Recently, I was helping out both my daughter and a friend with the job application process. During this period I was reminded of how the focus among most job applicants is almost entirely on the resume or cv. Most often, the cover letter gets lost in the rush to apply, treated as an “annoying” last minute must-have afterthought. I think this is a fundamental mistake that a lot of job applicants make.
After all, the cover letter is normally placed on top of the resume or cv; it’s the first thing the recipient sees. So, if yours is poorly written, shoddily formatted, or obviously deficient in any other way, you have already sabotaged yourself before the reader even glances at your resume. (By submitting a weak cover letter, you’ve already told them something about yourself that is less than complimentary).
A few years ago I put together an article that listed a number of tips to help people write better cover letters. I’ve revised and updated it a bit for the new version which follows…
Remember: resume cover letters are used for one purpose only — to convey a resume or curriculum vitae to a prospective employer. The most common mistake I see in cover letters that are sent to me for editing is that many tend to repeat verbatim almost exactly what the attached resume or cv already contains.
A resume cover letter should be a concise one-page summary that introduces you, explains why you are writing, summarizes your key skills, abilities and experience (as they relate to the specific job at hand), and asks the recipient to get back to you. Its main purpose is to capture the attention of the recipient enough to get that person to look at the attached resume with interest.
When drafting a cover letter for a resume or cv, there are a number of important rules of thumb to adhere to, as follow.
1. Address It To A Specific Person
Even when sending an unsolicited resume to a company you should take the time to find out the name of the appropriate person and write the letter to that person. At least it will reach their office. Resumes sent to “Dear Human Resources Manager” or “To Whom It May Concern” are almost always a waste of time. Name someone specifically and it will at least make it into an in-basket. (Sometimes you will be given a specific name or title to which you should address your letter).
2. Keep It Short and Focused
Remember, your resume already says it all. Keep the letter short and focused and don’t repeat verbatim what is already in the attached resume or cv. NEVER exceed one page in a cover letter.
3. Be Enthusiastic
Express your interest in the job and the new company with enthusiasm. Show that you really want the job, and that you would really like to work for that particular company.
4. Focus On Needs Of the Employer
Throughout your cover letter make it clear that you are interested in the needs of the employer. You are there to help them. You are part of the solution. Try to make this the subliminal message of your entire letter.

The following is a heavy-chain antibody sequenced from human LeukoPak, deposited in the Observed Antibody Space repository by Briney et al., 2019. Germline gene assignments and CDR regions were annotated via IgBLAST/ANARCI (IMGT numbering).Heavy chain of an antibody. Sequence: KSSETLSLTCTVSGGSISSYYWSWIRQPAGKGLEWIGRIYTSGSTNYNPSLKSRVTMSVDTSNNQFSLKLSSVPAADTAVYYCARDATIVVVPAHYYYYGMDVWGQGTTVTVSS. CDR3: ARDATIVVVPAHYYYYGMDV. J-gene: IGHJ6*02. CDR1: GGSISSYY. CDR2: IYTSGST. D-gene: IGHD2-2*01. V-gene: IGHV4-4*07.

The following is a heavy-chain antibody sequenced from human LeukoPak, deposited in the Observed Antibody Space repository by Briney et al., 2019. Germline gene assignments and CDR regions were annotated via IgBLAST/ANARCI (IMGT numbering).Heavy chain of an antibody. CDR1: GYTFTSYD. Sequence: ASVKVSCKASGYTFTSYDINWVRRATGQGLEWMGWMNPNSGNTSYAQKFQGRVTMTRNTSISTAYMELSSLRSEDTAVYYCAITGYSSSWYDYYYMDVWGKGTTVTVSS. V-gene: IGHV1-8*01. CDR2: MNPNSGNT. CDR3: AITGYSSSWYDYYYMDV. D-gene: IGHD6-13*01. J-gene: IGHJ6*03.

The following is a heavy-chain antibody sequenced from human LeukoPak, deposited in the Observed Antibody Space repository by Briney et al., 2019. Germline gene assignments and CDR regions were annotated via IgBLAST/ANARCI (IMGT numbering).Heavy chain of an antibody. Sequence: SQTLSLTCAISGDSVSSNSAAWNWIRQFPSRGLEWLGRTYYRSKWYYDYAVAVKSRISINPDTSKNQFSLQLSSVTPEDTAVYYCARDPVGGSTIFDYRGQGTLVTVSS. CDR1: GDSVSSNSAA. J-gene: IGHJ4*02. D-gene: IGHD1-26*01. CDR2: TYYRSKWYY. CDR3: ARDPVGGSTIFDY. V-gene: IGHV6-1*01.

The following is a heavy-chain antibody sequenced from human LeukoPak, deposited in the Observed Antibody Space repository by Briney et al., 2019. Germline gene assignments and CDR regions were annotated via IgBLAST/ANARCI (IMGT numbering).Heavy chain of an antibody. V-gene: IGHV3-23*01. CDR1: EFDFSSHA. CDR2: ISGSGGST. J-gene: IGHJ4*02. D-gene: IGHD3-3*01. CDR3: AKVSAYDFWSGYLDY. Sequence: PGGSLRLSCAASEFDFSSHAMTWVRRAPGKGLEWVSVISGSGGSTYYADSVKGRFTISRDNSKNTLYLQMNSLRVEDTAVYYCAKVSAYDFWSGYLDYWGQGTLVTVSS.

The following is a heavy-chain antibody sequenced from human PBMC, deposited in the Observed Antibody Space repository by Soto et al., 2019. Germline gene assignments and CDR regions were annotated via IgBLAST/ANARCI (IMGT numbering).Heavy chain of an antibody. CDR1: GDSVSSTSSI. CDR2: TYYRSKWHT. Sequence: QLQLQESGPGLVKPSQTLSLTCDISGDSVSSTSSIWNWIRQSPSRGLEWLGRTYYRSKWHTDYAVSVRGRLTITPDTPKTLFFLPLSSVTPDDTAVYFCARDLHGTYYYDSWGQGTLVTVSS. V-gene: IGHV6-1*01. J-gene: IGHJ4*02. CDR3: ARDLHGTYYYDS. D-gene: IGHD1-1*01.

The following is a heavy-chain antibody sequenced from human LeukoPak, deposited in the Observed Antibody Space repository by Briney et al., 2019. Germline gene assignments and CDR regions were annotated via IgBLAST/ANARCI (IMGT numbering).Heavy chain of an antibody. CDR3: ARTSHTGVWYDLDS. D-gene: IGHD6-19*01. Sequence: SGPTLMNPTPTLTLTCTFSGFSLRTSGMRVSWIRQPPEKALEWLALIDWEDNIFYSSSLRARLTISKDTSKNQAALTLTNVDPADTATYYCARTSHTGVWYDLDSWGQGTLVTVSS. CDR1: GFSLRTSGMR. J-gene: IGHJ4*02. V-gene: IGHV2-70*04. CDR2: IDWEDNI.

5. Show That You’ve Done Your Homework
Demonstrate a good knowledge of the company and industry for which you are applying. A one-liner, or a phrase or two in the appropriate place in your letter that shows you are interested in that company, and you understand the problems it faces, will give you instant credibility (i.e. do some simple Internet research).
6. Use the Appropriate “Buzzwords”
Every organization has its own ways of doing things and its own lingo. Look through key documents such as annual reports, corporate websites, etc. Try to spot key words, terms, and phrases that are often repeated. Every company has them. Use as many of these “hot buttons” as you can in your cover letter – where appropriate, of course. For example, if the “Message From the CEO” in the annual report mentions the phrase “action plan for the future” three times, make sure you work that term into your cover letter in an appropriate place. Don’t overdo it, of course.
7. Summarize Your Skills and Abilities
If possible, without making the letter too long, summarize your overall skills and abilities as strengths; listed in bullet-point form. This can make them stand out in a way that they wouldn’t, if they were buried in the resume or cv. Try to relate them directly to the requirements listed in the job ad or poster.
8. Promise To Follow Up
In the final paragraph, clearly state that you will be following up by telephone in a few days to see if you can answer any questions. Make sure you do this. Industry experts say that over 80% of people never do this crucial follow-up and just wait for the phone to ring.
9. Get It Right
Make sure that your cover letter is free of spelling and grammatical errors. Allowing those types of mistakes to creep into your one page cover letter is a major credibility destroyer. Sloppy and unprofessional are NOT the first impressions you want to give to the reader before they even look at your resume.
The challenge of course, is to try to address all of these points in a four or five paragraph letter. It can be done!
To see a fully-formatted “real-life template” of a resume cover letter, click on the following link:
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